The year was 1984 and I had spent the last few months in steamy Africa with a university-sponsored teaching project. By the time my teammates and I returned to our small-town Iowa campus, I had teeth-chattering chills and intense fever.
Two days later, when I was spiraling downward, the campus doctor figured it wasn't just the flu. A trip to the local hospital revealed my white blood count at almost zero! A major emergency, they said, and sent me speeding to the “big guns” at the big teaching hospital, one hour away.
The state-of-the-art hospital admitted me for further testing and when I told them I'd been in Africa, I was promptly quarantined in the Contagious Diseases Unit.
The next day they determined that I had a really nasty case of malaria. Malaria is a mosquito borne parasitic infection that, yes indeed, I had brought back with me from Africa. The parasites are clever little guys who enter the bloodstream through mosquito saliva and take a trip to the liver, setting up base camp there while they mature and reproduce. Symptoms like fever, fatigue and nausea usually begin ten to fifteen days after being bitten… and I'd been bitten a lot in Africa.
I had two strains of malaria critters taking over my liver, hence the lack of soldiering white blood cells that had succumbed while defending me; my body wasn't doing very well at holding off a full-scale invasion. Little did I know, but this was just the start of a life-changing experience that would tilt my world....
After a two week stay in the hospital, I was back on campus. My buddy, Tom, had been assigned to bring meals to me in my dorm room, since I still felt horrible. But after a few days, he told me he was done with that, and I had to go to the cafeteria starting that day, if I wanted to eat. I couldn't blame him for not wanting to baby-sit me, and I didn’t feel quite as bad as I had before going to the hospital. So, I crawled out of bed and headed across campus.
I was a bit unsteady, but took it slowly and started down the cafeteria food line. Suddenly, a strong spasm tweaked my neck. My head jerked and I started feeling woozy and disoriented. Then it happened again. I started to panic, thinking, I can't let anyone notice me looking weird.
I tried to control myself, feeling like a hurt animal, just wanting to hide away in misery where no one could see. Somehow, I carried my tray to a table and sat down. Other students were talking around me as I tried to focus on eating.
I put some salad onto a fork, watching it approach my mouth in slow motion. Then everything went black.
I opened my eyes slowly, feeling like a troop of gorillas had run over me in a hurry to get somewhere. I was laying in bed... a hospital bed. Again?
When I woke up next, several doctors were clumped around me.
One of them asked me how many fingers he was holding up. I tried to look at him but someone had propped my broken glasses, askew, onto my nose and I couldn't see. He adjusted my glasses saying, “You crushed them a bit when you hit the ground.”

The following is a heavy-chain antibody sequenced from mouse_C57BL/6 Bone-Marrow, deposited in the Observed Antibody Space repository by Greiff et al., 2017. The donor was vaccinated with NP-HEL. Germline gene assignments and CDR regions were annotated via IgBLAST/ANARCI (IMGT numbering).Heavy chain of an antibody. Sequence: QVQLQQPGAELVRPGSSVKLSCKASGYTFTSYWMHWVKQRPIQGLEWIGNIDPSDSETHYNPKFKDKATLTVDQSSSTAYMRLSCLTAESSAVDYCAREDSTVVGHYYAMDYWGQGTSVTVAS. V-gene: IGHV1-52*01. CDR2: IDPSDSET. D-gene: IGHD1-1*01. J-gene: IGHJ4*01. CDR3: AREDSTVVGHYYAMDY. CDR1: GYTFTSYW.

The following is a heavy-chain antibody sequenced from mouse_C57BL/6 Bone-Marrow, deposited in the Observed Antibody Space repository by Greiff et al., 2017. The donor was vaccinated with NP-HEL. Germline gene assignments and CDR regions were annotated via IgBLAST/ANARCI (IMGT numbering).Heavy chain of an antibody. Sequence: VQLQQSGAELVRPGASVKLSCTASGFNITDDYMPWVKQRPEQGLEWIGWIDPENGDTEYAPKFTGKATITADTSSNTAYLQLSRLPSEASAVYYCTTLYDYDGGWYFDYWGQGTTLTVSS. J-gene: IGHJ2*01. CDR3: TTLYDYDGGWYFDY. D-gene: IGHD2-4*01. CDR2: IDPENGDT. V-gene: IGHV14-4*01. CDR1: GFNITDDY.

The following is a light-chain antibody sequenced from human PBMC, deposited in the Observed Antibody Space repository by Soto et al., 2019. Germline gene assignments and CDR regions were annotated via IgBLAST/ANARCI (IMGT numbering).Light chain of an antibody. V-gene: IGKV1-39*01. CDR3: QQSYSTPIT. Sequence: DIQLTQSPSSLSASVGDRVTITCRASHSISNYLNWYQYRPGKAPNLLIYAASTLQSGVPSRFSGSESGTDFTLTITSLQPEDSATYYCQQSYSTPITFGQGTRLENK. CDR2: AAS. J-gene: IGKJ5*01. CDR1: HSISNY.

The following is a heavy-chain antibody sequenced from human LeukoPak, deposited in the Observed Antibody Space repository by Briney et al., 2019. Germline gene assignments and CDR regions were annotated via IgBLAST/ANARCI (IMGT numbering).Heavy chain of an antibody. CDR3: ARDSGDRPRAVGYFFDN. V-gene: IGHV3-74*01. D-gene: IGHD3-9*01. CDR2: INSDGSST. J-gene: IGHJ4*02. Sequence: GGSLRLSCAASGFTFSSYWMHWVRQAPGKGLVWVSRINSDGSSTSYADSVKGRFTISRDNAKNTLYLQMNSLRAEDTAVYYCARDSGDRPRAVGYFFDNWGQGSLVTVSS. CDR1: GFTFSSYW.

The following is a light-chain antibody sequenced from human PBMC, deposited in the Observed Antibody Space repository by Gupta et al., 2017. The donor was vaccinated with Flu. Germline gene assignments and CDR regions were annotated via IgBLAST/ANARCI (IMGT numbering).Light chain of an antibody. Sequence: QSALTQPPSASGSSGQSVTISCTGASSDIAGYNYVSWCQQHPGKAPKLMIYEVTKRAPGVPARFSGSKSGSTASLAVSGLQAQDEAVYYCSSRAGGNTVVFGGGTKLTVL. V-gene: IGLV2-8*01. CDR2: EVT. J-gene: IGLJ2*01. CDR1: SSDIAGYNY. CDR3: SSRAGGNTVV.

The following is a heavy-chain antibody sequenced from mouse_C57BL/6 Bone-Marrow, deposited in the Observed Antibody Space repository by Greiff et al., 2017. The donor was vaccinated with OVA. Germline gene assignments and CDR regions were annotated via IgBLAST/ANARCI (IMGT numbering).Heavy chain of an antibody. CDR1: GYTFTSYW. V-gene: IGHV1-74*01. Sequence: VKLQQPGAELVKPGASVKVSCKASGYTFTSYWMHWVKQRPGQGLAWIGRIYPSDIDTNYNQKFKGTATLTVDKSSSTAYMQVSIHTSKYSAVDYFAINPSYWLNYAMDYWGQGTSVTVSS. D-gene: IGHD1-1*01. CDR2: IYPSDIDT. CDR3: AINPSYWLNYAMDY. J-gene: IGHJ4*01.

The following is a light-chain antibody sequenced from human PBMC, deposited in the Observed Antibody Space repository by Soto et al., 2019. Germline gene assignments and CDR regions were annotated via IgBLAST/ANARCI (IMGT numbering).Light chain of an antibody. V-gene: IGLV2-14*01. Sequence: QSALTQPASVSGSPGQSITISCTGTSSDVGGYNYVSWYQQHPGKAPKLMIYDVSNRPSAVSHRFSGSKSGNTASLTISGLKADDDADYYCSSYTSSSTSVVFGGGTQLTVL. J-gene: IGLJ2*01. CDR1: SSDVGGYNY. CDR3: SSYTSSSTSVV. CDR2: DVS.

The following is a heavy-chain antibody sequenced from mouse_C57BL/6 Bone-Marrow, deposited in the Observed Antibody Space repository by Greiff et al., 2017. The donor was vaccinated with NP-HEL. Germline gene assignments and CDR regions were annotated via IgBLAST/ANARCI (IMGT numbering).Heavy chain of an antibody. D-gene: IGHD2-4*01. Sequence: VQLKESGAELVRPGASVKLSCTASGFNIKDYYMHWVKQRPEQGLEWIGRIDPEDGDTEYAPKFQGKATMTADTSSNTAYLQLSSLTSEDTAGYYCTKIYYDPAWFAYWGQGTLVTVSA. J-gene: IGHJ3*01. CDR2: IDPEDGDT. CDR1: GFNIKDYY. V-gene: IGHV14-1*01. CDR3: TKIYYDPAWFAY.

“You're holding up three fingers.” I answered.
“Do you know what your name is?” he asked.
“Well, sure,” I answered. “What happened to me?”
“You had a grand mal seizure, and then slipped into a coma. To be honest, we almost lost you.” He paused, emphasizing the gravity of the situation.
“When we treated you for liver malaria, we didn't know that you also had cerebral malaria, which is deadly, because it attacks the brain. We'd never seen that here. And the incubation cycle is longer, so it didn't show up in blood tests when we first saw you.
He continued, “When you were brought in again, we literally had no idea what caused the seizure and why you were in a coma. Your brain was swelling from encephalitis and you were this close to dying.” He held up his hand, the tips of his thumb and first finger only a fraction from each other.
“You're a very lucky young man.”
I looked at him in disbelief. A seizure and a coma? I didn't remember any of that.
The last thing I remembered was trying to eat salad in the dining hall and feeling weird.
“Apparently, you collapsed on the floor of your dining hall,” he explained. “Then you went into what is called an “active coma” - that's when your eyes are open and you're active, but you're not conscious, not aware of anything. Someone called an ambulance and got you back up here.”
I was overwhelmed. “That means... if my buddy hadn't made me go to the dining hall that day, I would've had the seizure in my room. No one would have even known...”
I closed my eyes, shuddering, and thought, serendipity....
The doctor continued, “While you were in the ambulance they gave you enough sedatives to down a moose, but apparently with no effect. When you got here we immediately started test after test to figure out what was happening; MRI, CT scan, even a spinal tap... You were flailing around so much they couldn't keep your head still to do the CT scan, so the techs used a medical version of duct tape to hold your head in place on the machine.”
Seriously? I thought. Hospitals use duct tape on patients?
So, there I'd been, in the emergency room, in a coma, brain swelling and deprived of oxygen. The falciparum malaria parasite was killing me and no one at the best hospital in the state even knew it was there!
After a week of treatment and rest, I felt better. I was still having headaches but the fever was down and the malaria was slowly dying off.
One afternoon, my doctor came by with second doctor, a kindly looking, older fellow. My doctor said, “This is the gentleman who really saved your life. If he hadn't stopped by that night.... well, I'll let him tell you the story.”
My doctor left us and the second doctor looked at me brightly and said, “I'm so happy to see you awake and looking better. When I first set eyes on you in the ER, I thought you were a goner!”